Ruggero Tropeano moved into the Rotach complex on the Limmat in the late 1980s, when he would regularly have to report drug dealers and dead bodies to the police. But today the architect thinks it’s a fantastic place to live.
‘Oh look, an open house!’ says a passer-by to his companion. But on this Saturday in September, people aren’t queuing for an hour to look around a vacant apartment in the Rotach complex. This time, for a few minutes at least, they can find out how it feels to live the retro dream in one of these historic Zurich buildings – and look over the Limmat from the huge windows.
The Rotach housing complex in Zurich was designed in 1928.
This was all thanks to the Open House Day organised by Ruggero Tropeano. The architect, lecturer and author moved into the complex in the late 1980s. At first, he and his family lived in one of its two 6-room houses. Nowadays he uses one of the smaller apartments as an office and occasional place to sleep, and this is what he opened up to the public. His main home is a house in Meilen. ‘It’s from the same period,’ he says.
Today the Rotach complex is listed as a historical site.
The Rotach housing complex in Zurich was designed in 1928 for the New Home II exhibition by Swiss architect Max Ernst Haefeli. The Tages-Anzeiger newspaper recently described him as ‘A man who is one of the city’s architectural icons.’ His architectural firm Haefeli Moser Steiger designed many of Zurich’s buildings, including the Allenmoos outdoor swimming pool, the Convention Centre, and today’s University Hospital. He was still in his twenties when he designed the Rotach complex in the Neues Bauen (New Objectivity) style in line with his credo of ‘light, air, sun’.
Today, Ruggero still thinks the buildings are ‘fantastic’, adding that it’s something of a miracle they are still standing. Some decades ago, the complex was threatened with demolition to make way for a new motorway, but the Swiss Werkbund campaigned successfully to prevent it. Even before this, the Rotach cooperative that owned the complex had avoided carrying out any large-scale maintenance work – pouring money into the buildings seemed too risky in the late eighties. Looking back, Ruggero says that was actually a good thing: ‘A lot of the original features have been preserved.’
In 1988, Ruggero, his wife and a colleague at the cooperative bought the complex, and their sensitive renovation work was recognised with an architectural prize. Ruggero says there was no need to give it a major overhaul: ‘It already had everything we needed’ – from the laundry room on the top floor to the extractor fan in the kitchen, which Ruggiero says worked perfectly for decades. He also loved the stairwell: ‘It was big enough to house my lemon trees in winter.’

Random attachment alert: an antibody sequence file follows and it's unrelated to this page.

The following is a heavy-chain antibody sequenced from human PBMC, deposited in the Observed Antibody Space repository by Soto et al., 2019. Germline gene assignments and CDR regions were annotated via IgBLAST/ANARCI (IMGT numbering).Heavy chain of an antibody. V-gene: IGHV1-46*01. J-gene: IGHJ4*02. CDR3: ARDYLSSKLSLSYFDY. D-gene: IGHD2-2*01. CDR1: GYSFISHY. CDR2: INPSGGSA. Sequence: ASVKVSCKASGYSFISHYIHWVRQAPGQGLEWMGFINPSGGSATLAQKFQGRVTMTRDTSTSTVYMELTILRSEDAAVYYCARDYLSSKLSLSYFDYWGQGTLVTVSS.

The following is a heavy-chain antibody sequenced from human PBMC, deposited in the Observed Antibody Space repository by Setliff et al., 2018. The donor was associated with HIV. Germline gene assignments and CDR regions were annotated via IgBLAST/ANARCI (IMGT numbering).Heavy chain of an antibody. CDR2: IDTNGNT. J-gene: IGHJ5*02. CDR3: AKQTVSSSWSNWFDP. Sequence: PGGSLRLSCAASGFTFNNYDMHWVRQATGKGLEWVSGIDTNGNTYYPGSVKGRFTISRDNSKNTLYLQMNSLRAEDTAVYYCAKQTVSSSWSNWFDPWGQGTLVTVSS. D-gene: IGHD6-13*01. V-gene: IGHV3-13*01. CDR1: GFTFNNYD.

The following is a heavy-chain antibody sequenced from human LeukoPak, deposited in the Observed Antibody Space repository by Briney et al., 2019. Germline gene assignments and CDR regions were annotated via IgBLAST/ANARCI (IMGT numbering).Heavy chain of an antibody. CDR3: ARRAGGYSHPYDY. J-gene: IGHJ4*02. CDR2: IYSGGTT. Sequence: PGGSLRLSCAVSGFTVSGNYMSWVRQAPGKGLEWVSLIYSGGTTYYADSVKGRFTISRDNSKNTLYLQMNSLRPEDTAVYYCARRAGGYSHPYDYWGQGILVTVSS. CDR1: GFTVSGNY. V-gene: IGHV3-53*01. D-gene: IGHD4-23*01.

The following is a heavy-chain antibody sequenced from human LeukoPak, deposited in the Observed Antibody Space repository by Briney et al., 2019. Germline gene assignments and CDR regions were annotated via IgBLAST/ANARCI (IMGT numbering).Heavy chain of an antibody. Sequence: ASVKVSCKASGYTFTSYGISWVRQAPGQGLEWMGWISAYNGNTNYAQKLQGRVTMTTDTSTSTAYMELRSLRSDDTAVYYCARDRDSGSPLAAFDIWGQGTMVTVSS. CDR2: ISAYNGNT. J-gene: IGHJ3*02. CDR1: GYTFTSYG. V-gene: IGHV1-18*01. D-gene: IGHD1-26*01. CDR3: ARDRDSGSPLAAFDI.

‘It already had everything we needed.’
The building was everything Ruggero wanted. But its surroundings? ‘It was like being under siege,’ he recalls. In the late 1980s, Platzspitz park was a magnet for junkies and dealers. But the architect decided he and his family would not be driven out: ‘I refused to give up.’ He regularly called the police, attended meetings with the ombudsman for the canton of Zurich, and finally erected a wooden gate on the path that led to the building. ‘The police took it down straight away,’ he says. But just a few days later, two people were found dead in the garden. ‘They weren’t addicts but probably dealers,’ says Ruggero. He reported it to the police and erected another gate – a metal one this time, blocking the entrance. ‘Then peace returned,’ he says.
The new section of the Rotach complex also has a new address. It used to be on Wasserwerkstrasse but is now on Lux Guyer Weg. Ruggero pushed for this change in honour of Lux Guyer, Switzerland’s first female architect. One of her projects, the women’s housing development, lies at the end of the path.
Today the Rotach complex is listed as a historical site. ‘Nothing can be changed,’ says Ruggero. Not even little things like power sockets. ‘Nearly everything is original in my apartment,’ he says. He just had to replace the sink in the kitchen, and the old one is now on display at the Museum für Gestaltung. In fact, Ruggero donated most of his old furniture to the design museum: ‘I wanted it to stay together.’ Giving it to the museum seemed the best way of achieving this.
Ruggero says his retro apartment never feels like a museum.
Despite this, his current apartment still houses some select pieces. ‘In the past, I often used to pick things up off the street when people put them out for the bulky waste collection,’ Ruggero recalls. Nobody used the word vintage back then. ‘But I had a good eye for it.’ He grew up in Italy, where he was surrounded by good design: ‘That’s what shaped me.’ He bought some of his things at a second-hand store and snapped up a few bargains from the ETH when it sold off its old furniture. ‘I only paid ten or fifteen francs for the chairs.’ Another stroke of luck relates to the original sliding doors that have been reinstalled in the Rotach complex: ‘We found them in Platzspitz park.’ Drug dealers had removed them from the verandas and were using them as tables to sell their wares.
But Ruggero says his retro apartment never feels like a museum: ‘Everything is still in working order.’ He also doesn’t worry about damage: ‘You can repair most things, and you can look after them.’ The only chair that bears a protective cushion is his Haefeli chair, which was shown at the Weissenhof home exhibition in Stuttgart in 1927.